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Monday, 8 July, 2002, 09:58 GMT 10:58 UK
Afghan anger over bombing probe
The AC-130 delivers withering firepower to the ground
Afghanistan's newly created Human Rights Commission has called for a preliminary report into the bombing of a wedding party by US forces to be made public now.

Investigators see the results of the attack
US investigators have said their joint inquiry with Afghanistan into last week's attack will not be available for several weeks.

But the new commission has said that civilians are falling victim to the fighting which they hoped would end a long time ago and the US must take sufficient precautions to protect civilians.

The Afghan Government says 48 people were killed and 117 wounded in the raid on villages in the province of Uruzgan in central Afghanistan.

It seems to me that the Americans already have documentary evidence of the attack

Ivan Watson, NPR

The Americans say an AC-130 gunship attacked after four anti-aircraft guns were seen firing at US planes, including from the compound where the wedding party was hit.

They say that their investigators have been having trouble getting further information, and have denied wasting time in the hope that the story will go away from the headlines.

But villagers from the isolated Uruzgan province have told US reporters the Americans already have details of the incident.

House damaged in US raid
Afghan casualties

Estimates range from 1,000 to 8,000. Figures include:

  • 10 October 2001: 76 reported killed in US raids
  • 13 October: Pentagon admits 2,000lb bomb hit residential area of Kabul
  • 15 October: UN reports five killed when bomb fell near market in Mazar-e-Sharif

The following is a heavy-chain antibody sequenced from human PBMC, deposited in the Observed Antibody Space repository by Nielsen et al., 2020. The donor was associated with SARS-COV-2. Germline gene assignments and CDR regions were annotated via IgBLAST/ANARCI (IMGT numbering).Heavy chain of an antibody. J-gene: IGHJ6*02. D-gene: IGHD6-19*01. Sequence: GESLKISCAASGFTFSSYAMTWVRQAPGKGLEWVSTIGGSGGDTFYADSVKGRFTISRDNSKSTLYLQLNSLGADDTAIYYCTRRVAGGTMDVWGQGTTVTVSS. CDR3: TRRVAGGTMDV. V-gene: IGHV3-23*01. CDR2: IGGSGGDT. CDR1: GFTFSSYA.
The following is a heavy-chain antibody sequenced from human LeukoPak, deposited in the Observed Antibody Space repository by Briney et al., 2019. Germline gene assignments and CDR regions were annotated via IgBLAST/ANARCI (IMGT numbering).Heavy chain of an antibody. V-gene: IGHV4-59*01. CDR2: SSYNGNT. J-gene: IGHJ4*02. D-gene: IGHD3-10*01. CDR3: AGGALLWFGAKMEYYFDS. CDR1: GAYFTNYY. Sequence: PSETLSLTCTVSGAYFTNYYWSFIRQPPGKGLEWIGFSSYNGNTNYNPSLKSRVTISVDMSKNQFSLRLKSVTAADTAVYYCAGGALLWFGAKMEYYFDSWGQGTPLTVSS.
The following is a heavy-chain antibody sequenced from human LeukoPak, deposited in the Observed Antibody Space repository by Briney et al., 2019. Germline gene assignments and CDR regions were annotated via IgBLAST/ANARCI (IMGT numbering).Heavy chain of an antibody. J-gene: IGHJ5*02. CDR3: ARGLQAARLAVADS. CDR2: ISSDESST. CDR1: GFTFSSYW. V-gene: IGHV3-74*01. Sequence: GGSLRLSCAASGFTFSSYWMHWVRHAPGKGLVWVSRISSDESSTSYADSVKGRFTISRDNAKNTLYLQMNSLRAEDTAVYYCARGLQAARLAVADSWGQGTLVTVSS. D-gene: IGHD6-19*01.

• 16 October: Red Cross warehouse in Kabul accidentally bombed
  • 22 October: Taleban claim 50-70 killed when bombs struck Kabul hospital

  • A reporter from the American network National Public Radio (NPR) says locals gave him detailed and consistent reports of American officials arriving just hours after the raid, taking photographs, filming the scene and the bodies and making lists of the names of the victims.

    NPR's Ivan Watson told the BBC: "The villagers gave me a detailed account of US soldiers coming into the village, first setting up checkpoints, blocking people's departure.

    "Then at least 10 men matching the description of US special forces, accompanied by soldiers of Gul Agha, the governor of Kandahar, took pictures and videos and interviewed villagers.

    "It seems to me that the Americans already have documentary evidence of the attack."

    He added: "The village looked as if it had been strafed - there were hundreds of bullet holes - trees were torn apart, clothes from the wedding guests were lying about and food was rotting."

    The villagers also told him that there were no anti-aircraft guns in the compound where the partygoers died and it would have been clear that it was a civilian celebration.

    Assassination arrests

    The Americans have said there will be no cover-up and the results of the investigation - when it is finished - will be made public.

    General Dan McNeill, the head of American troops in Afghanistan, insisted last week that there would be no attempt, in his words, to sweep the matter under the rug.

    General Dan McNeill
    General Dan McNeill: No cover-up

    The bombing inquiry is going on as Afghans mourn Vice-President Haji Qadir, who was assassinated in Kabul on Saturday.

    Mr Qadir was buried with military honours in his home city of Jalalabad on Sunday. Thousands of people followed the coffin as it travelled through the city on a gun carriage.

    Interior Minister Mr Qadir was shot several times as his car left his office in Kabul. His son-in-law - who was driving - was also killed.

    Afghan police have arrested 12 people including 10 guards at the public works ministry where Mr Qadir was shot, but say they are no nearer to finding a motive.

    The BBC's Kate Clark in Kabul
    "The US has admitted killing civilians"

    Key stories

    European probe


    See also:

    02 Jul 02 | South Asia
    04 Jul 02 | South Asia
    02 Jul 02 | South Asia
    20 Oct 01 | Americas
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